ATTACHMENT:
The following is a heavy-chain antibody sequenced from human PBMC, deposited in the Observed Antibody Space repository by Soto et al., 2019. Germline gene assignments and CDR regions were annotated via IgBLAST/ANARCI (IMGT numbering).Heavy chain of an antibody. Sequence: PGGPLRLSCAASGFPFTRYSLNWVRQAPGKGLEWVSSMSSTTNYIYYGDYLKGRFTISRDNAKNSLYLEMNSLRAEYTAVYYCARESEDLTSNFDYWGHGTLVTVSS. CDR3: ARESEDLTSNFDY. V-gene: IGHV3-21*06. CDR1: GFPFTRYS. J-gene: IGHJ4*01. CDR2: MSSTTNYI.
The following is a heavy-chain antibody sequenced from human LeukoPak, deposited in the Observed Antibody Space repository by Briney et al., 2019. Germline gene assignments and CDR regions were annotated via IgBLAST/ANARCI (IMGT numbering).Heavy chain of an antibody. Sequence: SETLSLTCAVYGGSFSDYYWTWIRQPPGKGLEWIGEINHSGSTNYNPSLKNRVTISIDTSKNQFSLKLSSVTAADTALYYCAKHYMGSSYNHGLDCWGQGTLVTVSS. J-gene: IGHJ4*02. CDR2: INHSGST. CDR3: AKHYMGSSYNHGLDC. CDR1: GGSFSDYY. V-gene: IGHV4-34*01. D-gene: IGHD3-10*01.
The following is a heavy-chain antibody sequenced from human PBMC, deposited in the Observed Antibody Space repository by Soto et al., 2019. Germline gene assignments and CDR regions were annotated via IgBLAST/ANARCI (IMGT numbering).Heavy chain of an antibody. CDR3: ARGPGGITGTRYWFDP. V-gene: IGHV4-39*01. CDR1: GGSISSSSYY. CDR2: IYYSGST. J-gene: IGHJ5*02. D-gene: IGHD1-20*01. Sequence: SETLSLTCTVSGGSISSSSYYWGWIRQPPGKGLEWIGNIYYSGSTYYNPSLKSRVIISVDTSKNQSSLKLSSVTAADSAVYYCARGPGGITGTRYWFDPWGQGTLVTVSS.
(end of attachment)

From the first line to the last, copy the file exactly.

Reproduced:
The following is a heavy-chain antibody sequenced from human PBMC, deposited in the Observed Antibody Space repository by Soto et al., 2019. Germline gene assignments and CDR regions were annotated via IgBLAST/ANARCI (IMGT numbering).Heavy chain of an antibody. Sequence: PGGPLRLSCAASGFPFTRYSLNWVRQAPGKGLEWVSSMSSTTNYIYYGDYLKGRFTISRDNAKNSLYLEMNSLRAEYTAVYYCARESEDLTSNFDYWGHGTLVTVSS. CDR3: ARESEDLTSNFDY. V-gene: IGHV3-21*06. CDR1: GFPFTRYS. J-gene: IGHJ4*01. CDR2: MSSTTNYI.
The following is a heavy-chain antibody sequenced from human LeukoPak, deposited in the Observed Antibody Space repository by Briney et al., 2019. Germline gene assignments and CDR regions were annotated via IgBLAST/ANARCI (IMGT numbering).Heavy chain of an antibody. Sequence: SETLSLTCAVYGGSFSDYYWTWIRQPPGKGLEWIGEINHSGSTNYNPSLKNRVTISIDTSKNQFSLKLSSVTAADTALYYCAKHYMGSSYNHGLDCWGQGTLVTVSS. J-gene: IGHJ4*02. CDR2: INHSGST. CDR3: AKHYMGSSYNHGLDC. CDR1: GGSFSDYY. V-gene: IGHV4-34*01. D-gene: IGHD3-10*01.
The following is a heavy-chain antibody sequenced from human PBMC, deposited in the Observed Antibody Space repository by Soto et al., 2019. Germline gene assignments and CDR regions were annotated via IgBLAST/ANARCI (IMGT numbering).Heavy chain of an antibody. CDR3: ARGPGGITGTRYWFDP. V-gene: IGHV4-39*01. CDR1: GGSISSSSYY. CDR2: IYYSGST. J-gene: IGHJ5*02. D-gene: IGHD1-20*01. Sequence: SETLSLTCTVSGGSISSSSYYWGWIRQPPGKGLEWIGNIYYSGSTYYNPSLKSRVIISVDTSKNQSSLKLSSVTAADSAVYYCARGPGGITGTRYWFDPWGQGTLVTVSS.